Kristin Ashford, assistant professor, College of Nursing Arne Bathke, director of Graduate Studies in the Department of Statistics and

Cheyenne Hohman sat down with Lina Crocker to find out more about The Center for English as a Second Language. Professor Crocker is the senior lecturer at the Center and describes what the Center does, who it's for, and describes the variety of students it instructs.

Spotlight: The Center for English as a Second Language with Lina Crocker

Steven Yates is an Arts & Sciences Distinguished Professor who works in the departments of both Chemistry and Physics and Astronomy.

In this interview, Yates discusses his recent collaboration with the iThemba Laboratory, a nuclear particle accelerator facility in Cape Town, South Africa.

This podcast was produced by Stephen Gordinier.


Affrilachian Poets Ricardo Nazario y Colón, Bianca Spriggs and Keith Wilson pause after spending time with Macon State students. Photo by Glen Stone.

Frank X Walker, noted author, poet, and Associate Professor at the University of Kentucky, shares the history of the term "Affrilachia," his thoughts on identity and place, and ways in which Affrilachian poetry continues to reach individuals all over the region.

This podcast was produced by Cheyenne Hohman.



By Sarah Geegan

In the second semester of his senior year, University of Kentucky undergraduate Jeremy Puckett is attempting an accomplishment normally undertaken by professors — publishing a book.

Though his book is fiction, Puckett said it reveals a real perspective on the experience of growing up in rural Kentucky. He describes his novel, "Black Bottom Hollow," a horror story set in the Kentucky backwoods, as a way to portray southerners as heroic. 

"There are a lot of stories where Appalachians are the villains," Puckett said. "But I don’t think I’ve ever seen a novel in the horror or fantasy genres that treated them as heroes."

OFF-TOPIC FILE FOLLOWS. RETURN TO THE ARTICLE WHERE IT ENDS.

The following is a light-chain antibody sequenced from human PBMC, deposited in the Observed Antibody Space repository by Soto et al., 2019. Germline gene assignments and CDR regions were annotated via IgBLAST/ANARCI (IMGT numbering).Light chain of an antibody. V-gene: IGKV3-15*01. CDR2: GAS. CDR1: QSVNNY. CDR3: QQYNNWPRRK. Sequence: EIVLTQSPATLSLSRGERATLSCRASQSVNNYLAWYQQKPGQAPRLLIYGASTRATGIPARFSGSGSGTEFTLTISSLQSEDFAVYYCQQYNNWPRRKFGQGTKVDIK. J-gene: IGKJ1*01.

The novel depicts an 8-year-old boy brought back to life by his family after dying in car accident. With black magic, deadly


On Sunday, December 4, English professor and Director of the African American and Africana Studies Program Frank X Walker spoke with hosts Lezell Lowe, Andrea James, and Dr. Sonja Fiest-Price of Groovin 1580AM Lexington. Professor Walker spoke about the Lyric Theater series, "S.T. Roach Community Conversations: Rebuilding the Block". The series is committed to celebrating black male leadership and excellence. Listen to the full interview below.





Date: Saturday, January 14 at 11:00am
Location: The Lyric Theater

By Colleen Glenn

A new year is just starting, but an important community series at the Lyric is already underway. “Rebuilding the Block,” the S.T. Roach Community Conversations, kicked off in December and will continue through the spring. 

The second annual series is a collaborative project created by UK’s African American and Africana Studies Program in partnership with the Lyric Theatre and Cultural Arts Center. Faculty members from across the University of Kentucky are involved in the project.

“The idea is to broaden access to university professors beyond the campus,” says Frank X Walker, Professor of African American and Africana Studies and Creative Writing. “We wanted to



New EES faculty member’s research group works to understand how Deepwater Horizon oil has impacted critters living on and in sediments of the sea floor and coastal marshes.